Karen Garner is set to receive a $3 million settlement from a Colorado city after she was brutally arrested last year following an accidental petty theft. The 73-year-old woman with Alzheimer’s was grossly mistreated by law enforcement officers after she reportedly stole less than $14 worth of items in Loveland, CO.
Police bodycam footage showed Garner being shoved to the ground and manhandled while she screamed in pain. A lawsuit was filed against the officer and the city of Loveland accused the cop of dislocating the woman’s shoulder during the arrest after he shoved her handcuffed left arm onto the hood of a patrol car.
The $3 million settlement was announced Wednesday morning. Sarah Schielke, who represented Karen Garner in the case, confirmed the agreement. City Manager Steve Adams apologized for the violent actions of Loveland police officers, claiming in the settlement announcement that it “will help bring some closure to an unfortunate event in our community,” though he admitted that it “does not upend the work we have left to do.”
In his statement, Adams said that “we extend a deep and heartfelt apology to Karen Garner and her family for what they have endured as a result of this arrest. we know we did not act in a manner that upholds the values, integrity, and policies of the city and police department, and we are taking the necessary steps to make sure these actions are never repeated.”
The officer who arrested Karen Garner, Austin Hopp, was relieved of his duties and charged with second-degree assault. Investigators also found that the then-officer filed misleading reports in an attempt to protect himself. He neglected to mention the shoulder injury he reportedly inflicted.
News broke Tuesday that a sergeant, lieutenant, and the assistant chief of police at the department signed off on the force Hopp used against Karen Garner. It was reported that all three of those supervisors still work at the police department. In a statement Tuesday, Garner’s lawyer called for them to resign.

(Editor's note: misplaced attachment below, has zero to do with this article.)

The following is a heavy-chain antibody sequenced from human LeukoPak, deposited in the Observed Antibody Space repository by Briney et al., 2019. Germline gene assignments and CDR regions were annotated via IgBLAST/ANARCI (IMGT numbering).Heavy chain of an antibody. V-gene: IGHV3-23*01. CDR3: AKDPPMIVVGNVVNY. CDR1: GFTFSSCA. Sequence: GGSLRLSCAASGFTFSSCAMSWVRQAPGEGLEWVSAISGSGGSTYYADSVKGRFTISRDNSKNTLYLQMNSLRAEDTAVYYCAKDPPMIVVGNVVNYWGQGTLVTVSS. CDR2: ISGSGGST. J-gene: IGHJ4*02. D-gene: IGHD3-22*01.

Sarah Schielke said in her statement that “he presided over all of this, which we see includes not just the criminally charged Hopp’s behavior, but all of Hopp’s supervisors up the chain of command seeing the recorded assault and approving of it.”
She continued, explaining that Garner’s family decided to take the $3 million settlement because the 73-year-old’s health is “declining.” Schielke continued, saying it isn’t “full justice,” for what was done to Garner. She claimed leadership in the Loveland police department needs to change to ensure this doesn’t happen again.
She explained that “those in power in Loveland have created a culture of police officers who have no respect, no care, no compassion for the people they’re supposed to be keeping safe. [Garner] was 73. She had dementia. She was one of the most vulnerable members of our community. And she was carrying wildflowers.”
Schielke added that “thirteen dollars and 88 cents is the business interest that Loveland believed was worth inflicting this atrocity. Today, they pay Ms. Garner $3 million. The amount of this settlement is likely record-breaking for a civil rights case that doesn’t involve death or permanent disfigurement. Not only does its amount send a powerful message, but the speed in which it was obtained does as well — just four months since we filed the lawsuit.”
The lawyer claimed that one of the biggest reasons the family decided to settle was a letter they found that Karen Garner had written as her dementia first begun to affect her. Within the letter, Garner wrote that “All I’ve wanted all my life was someone to love, adore and care about me. I find the world scary now, being alone. So value love as a treasured gift that is all that matters.”
It continued, saying that “I want the best and fullest lives possible for my children and grandchildren. I feel the world is getting crueler. Don’t make it any rougher for yourselves by living in the past. Look out the front window. Don’t dwell on what’s in the rearview mirror.”
In a statement from the Loveland Police Chief Bob Ticer, the chief said that there was no excuse for what happened to Karen Garner. He said that the department has “agreed on steps we need to take to begin building back trust. While these actions won’t change what Ms. Garner experienced, they will serve to improve this police department and hopefully restore faith that the LPD exists to serve those who live in and visit Loveland.”
During her press conference, Sarah Schielke claimed that “this incident shocked us by exposing us to the lowest form of human behavior and decency, particularity by people that should be respected, people that should know how to show respect,” she said. “Conversely, this family was also overwhelmed by the support and love of people in the City of Loveland as well as around the world. It was overwhelming and got us through some of the darkest times and for that, we say thank you.”